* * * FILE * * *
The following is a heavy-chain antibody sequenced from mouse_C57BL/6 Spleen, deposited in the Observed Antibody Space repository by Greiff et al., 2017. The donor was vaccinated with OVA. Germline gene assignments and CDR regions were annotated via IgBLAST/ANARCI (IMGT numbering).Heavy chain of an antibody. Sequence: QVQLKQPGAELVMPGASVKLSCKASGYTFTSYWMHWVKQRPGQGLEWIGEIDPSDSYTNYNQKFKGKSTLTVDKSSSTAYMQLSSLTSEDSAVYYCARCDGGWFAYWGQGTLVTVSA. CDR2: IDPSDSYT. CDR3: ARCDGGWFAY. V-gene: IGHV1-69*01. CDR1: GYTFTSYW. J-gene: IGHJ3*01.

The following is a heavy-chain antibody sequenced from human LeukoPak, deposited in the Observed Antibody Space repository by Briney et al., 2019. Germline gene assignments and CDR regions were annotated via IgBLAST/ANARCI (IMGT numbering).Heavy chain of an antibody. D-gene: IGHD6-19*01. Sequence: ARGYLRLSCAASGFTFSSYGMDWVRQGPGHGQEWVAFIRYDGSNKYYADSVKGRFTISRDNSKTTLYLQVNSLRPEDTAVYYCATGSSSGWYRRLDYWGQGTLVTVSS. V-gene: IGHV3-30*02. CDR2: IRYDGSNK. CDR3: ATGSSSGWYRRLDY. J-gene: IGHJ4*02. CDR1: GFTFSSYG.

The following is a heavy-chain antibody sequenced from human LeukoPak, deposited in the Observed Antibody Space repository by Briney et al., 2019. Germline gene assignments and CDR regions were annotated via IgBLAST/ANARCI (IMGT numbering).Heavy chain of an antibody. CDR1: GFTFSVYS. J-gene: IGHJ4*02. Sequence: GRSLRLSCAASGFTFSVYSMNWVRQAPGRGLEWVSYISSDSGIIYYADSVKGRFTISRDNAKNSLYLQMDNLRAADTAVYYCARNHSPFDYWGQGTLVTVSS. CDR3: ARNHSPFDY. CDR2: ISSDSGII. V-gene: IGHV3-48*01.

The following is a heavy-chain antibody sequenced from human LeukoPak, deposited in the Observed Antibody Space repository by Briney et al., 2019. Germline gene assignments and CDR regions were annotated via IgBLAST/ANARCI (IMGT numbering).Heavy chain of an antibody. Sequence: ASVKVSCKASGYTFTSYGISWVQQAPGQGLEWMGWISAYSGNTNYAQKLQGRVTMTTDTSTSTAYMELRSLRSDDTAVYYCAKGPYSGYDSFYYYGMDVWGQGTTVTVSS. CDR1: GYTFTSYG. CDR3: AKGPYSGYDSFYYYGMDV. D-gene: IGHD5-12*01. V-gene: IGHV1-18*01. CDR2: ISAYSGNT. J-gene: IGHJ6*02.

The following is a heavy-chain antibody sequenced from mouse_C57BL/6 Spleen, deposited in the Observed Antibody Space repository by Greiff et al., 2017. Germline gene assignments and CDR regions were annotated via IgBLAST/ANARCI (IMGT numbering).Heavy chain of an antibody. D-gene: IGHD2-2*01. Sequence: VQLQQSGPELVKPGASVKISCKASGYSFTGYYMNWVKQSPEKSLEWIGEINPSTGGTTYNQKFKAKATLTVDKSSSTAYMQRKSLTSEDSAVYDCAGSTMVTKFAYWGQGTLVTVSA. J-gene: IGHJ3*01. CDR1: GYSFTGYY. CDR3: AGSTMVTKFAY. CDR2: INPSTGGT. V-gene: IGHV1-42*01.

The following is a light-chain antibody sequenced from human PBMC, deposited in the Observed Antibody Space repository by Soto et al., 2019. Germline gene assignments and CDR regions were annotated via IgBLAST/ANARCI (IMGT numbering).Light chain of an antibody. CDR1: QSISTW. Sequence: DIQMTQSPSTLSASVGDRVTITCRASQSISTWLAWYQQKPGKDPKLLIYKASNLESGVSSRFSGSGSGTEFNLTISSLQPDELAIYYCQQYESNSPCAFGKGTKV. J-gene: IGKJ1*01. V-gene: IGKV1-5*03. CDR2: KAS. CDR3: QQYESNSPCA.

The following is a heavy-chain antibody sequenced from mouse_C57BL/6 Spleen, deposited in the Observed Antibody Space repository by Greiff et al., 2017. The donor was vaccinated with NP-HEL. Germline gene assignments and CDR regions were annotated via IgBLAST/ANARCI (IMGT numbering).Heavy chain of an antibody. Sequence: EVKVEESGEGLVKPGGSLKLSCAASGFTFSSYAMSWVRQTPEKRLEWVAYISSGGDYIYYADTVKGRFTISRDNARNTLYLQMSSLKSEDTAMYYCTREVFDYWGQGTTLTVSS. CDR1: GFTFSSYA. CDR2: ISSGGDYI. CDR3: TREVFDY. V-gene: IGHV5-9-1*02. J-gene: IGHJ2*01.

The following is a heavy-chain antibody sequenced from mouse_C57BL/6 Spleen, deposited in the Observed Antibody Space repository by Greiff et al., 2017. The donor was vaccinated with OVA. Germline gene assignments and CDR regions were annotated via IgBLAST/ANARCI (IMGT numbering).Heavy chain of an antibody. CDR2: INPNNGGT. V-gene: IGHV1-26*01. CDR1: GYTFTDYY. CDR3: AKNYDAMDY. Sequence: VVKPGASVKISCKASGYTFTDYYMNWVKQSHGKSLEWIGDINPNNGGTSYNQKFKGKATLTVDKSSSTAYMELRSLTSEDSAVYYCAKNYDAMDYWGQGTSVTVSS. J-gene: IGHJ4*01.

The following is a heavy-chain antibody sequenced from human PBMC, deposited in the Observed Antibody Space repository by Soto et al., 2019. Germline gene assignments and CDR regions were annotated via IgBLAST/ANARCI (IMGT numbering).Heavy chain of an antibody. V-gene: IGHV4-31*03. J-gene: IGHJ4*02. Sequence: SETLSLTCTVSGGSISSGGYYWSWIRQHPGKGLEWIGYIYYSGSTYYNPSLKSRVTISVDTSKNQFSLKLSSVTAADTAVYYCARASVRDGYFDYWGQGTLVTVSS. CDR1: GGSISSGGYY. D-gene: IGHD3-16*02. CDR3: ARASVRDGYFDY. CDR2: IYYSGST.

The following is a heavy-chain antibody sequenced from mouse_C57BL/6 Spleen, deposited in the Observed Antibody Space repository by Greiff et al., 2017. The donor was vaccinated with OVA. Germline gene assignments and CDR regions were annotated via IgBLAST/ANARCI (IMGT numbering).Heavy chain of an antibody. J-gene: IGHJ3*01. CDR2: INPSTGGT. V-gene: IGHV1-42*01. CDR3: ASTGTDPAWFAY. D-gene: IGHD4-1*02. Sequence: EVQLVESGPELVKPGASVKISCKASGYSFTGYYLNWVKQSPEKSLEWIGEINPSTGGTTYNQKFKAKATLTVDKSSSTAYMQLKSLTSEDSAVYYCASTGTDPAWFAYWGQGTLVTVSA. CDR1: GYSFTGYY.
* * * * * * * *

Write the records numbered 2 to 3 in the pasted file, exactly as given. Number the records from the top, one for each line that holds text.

The following is a heavy-chain antibody sequenced from human LeukoPak, deposited in the Observed Antibody Space repository by Briney et al., 2019. Germline gene assignments and CDR regions were annotated via IgBLAST/ANARCI (IMGT numbering).Heavy chain of an antibody. D-gene: IGHD6-19*01. Sequence: ARGYLRLSCAASGFTFSSYGMDWVRQGPGHGQEWVAFIRYDGSNKYYADSVKGRFTISRDNSKTTLYLQVNSLRPEDTAVYYCATGSSSGWYRRLDYWGQGTLVTVSS. V-gene: IGHV3-30*02. CDR2: IRYDGSNK. CDR3: ATGSSSGWYRRLDY. J-gene: IGHJ4*02. CDR1: GFTFSSYG.

The following is a heavy-chain antibody sequenced from human LeukoPak, deposited in the Observed Antibody Space repository by Briney et al., 2019. Germline gene assignments and CDR regions were annotated via IgBLAST/ANARCI (IMGT numbering).Heavy chain of an antibody. CDR1: GFTFSVYS. J-gene: IGHJ4*02. Sequence: GRSLRLSCAASGFTFSVYSMNWVRQAPGRGLEWVSYISSDSGIIYYADSVKGRFTISRDNAKNSLYLQMDNLRAADTAVYYCARNHSPFDYWGQGTLVTVSS. CDR3: ARNHSPFDY. CDR2: ISSDSGII. V-gene: IGHV3-48*01.